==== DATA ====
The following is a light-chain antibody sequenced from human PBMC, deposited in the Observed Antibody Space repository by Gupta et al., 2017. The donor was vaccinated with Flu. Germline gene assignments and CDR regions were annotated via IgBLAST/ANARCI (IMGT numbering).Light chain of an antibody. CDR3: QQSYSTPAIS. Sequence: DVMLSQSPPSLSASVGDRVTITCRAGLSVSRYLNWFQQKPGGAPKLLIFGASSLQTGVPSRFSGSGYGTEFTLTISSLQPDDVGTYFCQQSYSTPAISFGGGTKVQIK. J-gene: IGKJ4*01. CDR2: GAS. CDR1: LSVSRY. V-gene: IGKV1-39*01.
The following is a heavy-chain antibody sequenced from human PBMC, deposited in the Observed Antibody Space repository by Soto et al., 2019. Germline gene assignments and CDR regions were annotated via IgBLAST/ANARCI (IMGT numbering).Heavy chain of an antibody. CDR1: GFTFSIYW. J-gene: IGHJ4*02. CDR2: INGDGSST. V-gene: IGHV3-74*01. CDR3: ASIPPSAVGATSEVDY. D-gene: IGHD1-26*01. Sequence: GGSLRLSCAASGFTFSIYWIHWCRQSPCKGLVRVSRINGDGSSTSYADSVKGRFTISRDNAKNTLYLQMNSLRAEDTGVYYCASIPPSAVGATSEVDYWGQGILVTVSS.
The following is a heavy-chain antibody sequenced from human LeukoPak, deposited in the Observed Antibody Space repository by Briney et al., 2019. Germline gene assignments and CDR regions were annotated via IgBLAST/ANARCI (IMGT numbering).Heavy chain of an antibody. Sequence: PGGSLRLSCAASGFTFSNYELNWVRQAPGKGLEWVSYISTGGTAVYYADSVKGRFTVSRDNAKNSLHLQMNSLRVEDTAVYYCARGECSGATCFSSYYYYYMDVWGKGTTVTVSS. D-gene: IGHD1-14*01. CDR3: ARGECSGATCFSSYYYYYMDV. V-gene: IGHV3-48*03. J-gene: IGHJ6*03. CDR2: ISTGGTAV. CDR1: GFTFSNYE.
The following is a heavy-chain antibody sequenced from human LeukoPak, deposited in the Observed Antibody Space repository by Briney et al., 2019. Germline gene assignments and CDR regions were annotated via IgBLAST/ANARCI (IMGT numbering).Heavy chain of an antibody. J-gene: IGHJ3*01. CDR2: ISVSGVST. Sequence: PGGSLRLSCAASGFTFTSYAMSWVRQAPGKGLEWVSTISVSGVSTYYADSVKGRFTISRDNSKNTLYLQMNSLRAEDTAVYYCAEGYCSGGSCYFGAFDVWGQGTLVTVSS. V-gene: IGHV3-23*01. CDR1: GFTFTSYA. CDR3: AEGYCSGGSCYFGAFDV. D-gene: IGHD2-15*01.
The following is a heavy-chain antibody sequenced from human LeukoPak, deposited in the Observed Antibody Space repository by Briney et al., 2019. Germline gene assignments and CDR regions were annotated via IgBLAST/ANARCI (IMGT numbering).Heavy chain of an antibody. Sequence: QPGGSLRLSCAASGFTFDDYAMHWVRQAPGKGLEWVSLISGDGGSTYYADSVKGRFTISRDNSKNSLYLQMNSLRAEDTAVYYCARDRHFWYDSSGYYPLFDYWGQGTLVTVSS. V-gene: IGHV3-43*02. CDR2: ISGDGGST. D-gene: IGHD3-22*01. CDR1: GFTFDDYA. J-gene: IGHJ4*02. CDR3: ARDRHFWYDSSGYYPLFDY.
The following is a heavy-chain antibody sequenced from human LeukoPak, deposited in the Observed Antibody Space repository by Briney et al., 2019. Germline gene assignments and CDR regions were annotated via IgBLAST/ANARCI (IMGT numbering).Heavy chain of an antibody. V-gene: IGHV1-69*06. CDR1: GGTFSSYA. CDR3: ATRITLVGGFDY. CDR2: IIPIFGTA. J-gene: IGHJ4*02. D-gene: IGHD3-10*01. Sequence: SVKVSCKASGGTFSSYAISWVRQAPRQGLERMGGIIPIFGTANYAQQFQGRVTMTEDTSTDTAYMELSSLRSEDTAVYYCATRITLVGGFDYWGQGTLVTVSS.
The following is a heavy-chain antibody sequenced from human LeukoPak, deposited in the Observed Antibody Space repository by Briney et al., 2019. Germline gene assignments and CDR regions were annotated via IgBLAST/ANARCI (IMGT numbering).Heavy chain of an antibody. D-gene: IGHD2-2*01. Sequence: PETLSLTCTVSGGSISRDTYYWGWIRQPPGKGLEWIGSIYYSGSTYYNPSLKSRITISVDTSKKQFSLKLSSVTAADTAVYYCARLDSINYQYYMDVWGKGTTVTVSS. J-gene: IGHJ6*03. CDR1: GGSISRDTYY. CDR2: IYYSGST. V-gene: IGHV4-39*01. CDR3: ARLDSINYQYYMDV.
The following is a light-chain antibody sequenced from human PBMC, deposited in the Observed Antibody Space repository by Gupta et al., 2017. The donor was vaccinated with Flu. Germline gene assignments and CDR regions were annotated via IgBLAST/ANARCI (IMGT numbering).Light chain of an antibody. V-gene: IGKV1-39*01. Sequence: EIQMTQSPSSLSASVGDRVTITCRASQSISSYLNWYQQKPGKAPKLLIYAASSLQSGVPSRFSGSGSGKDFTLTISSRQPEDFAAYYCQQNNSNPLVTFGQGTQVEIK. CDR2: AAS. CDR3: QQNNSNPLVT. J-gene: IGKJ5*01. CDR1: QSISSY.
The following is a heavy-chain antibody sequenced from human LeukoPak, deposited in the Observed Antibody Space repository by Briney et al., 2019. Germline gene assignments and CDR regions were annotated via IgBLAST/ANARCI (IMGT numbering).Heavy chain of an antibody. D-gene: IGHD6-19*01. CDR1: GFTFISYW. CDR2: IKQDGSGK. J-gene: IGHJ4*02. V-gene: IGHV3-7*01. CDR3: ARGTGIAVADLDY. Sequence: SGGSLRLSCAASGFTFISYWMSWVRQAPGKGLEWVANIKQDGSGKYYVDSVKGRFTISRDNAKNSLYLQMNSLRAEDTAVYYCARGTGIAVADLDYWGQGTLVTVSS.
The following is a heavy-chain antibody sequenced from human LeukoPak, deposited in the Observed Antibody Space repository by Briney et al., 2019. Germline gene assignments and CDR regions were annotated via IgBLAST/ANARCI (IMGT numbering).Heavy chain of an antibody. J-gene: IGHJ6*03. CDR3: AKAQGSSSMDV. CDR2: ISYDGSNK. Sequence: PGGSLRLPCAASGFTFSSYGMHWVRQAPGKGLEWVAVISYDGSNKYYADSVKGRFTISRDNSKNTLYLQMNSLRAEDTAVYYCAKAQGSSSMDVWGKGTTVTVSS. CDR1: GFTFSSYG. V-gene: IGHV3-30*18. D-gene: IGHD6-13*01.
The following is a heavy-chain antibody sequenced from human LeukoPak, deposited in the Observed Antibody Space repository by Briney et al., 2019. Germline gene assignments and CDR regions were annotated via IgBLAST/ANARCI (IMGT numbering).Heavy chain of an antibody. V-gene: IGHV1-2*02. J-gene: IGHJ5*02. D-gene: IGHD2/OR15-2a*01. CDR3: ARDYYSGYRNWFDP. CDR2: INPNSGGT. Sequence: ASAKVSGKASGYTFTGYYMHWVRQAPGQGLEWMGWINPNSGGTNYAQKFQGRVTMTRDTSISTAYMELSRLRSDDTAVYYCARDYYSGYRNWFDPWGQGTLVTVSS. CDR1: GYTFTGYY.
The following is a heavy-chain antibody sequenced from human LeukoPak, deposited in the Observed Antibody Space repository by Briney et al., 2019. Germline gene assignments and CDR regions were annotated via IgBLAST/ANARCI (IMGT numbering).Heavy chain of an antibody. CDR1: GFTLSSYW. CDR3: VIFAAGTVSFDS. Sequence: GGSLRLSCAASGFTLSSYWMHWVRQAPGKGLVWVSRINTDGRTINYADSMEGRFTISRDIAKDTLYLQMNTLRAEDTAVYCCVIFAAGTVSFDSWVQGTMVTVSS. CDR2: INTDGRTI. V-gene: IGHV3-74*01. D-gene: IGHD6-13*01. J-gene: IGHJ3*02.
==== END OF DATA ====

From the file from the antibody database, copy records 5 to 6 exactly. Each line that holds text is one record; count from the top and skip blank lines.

The following is a heavy-chain antibody sequenced from human LeukoPak, deposited in the Observed Antibody Space repository by Briney et al., 2019. Germline gene assignments and CDR regions were annotated via IgBLAST/ANARCI (IMGT numbering).Heavy chain of an antibody. Sequence: QPGGSLRLSCAASGFTFDDYAMHWVRQAPGKGLEWVSLISGDGGSTYYADSVKGRFTISRDNSKNSLYLQMNSLRAEDTAVYYCARDRHFWYDSSGYYPLFDYWGQGTLVTVSS. V-gene: IGHV3-43*02. CDR2: ISGDGGST. D-gene: IGHD3-22*01. CDR1: GFTFDDYA. J-gene: IGHJ4*02. CDR3: ARDRHFWYDSSGYYPLFDY.
The following is a heavy-chain antibody sequenced from human LeukoPak, deposited in the Observed Antibody Space repository by Briney et al., 2019. Germline gene assignments and CDR regions were annotated via IgBLAST/ANARCI (IMGT numbering).Heavy chain of an antibody. V-gene: IGHV1-69*06. CDR1: GGTFSSYA. CDR3: ATRITLVGGFDY. CDR2: IIPIFGTA. J-gene: IGHJ4*02. D-gene: IGHD3-10*01. Sequence: SVKVSCKASGGTFSSYAISWVRQAPRQGLERMGGIIPIFGTANYAQQFQGRVTMTEDTSTDTAYMELSSLRSEDTAVYYCATRITLVGGFDYWGQGTLVTVSS.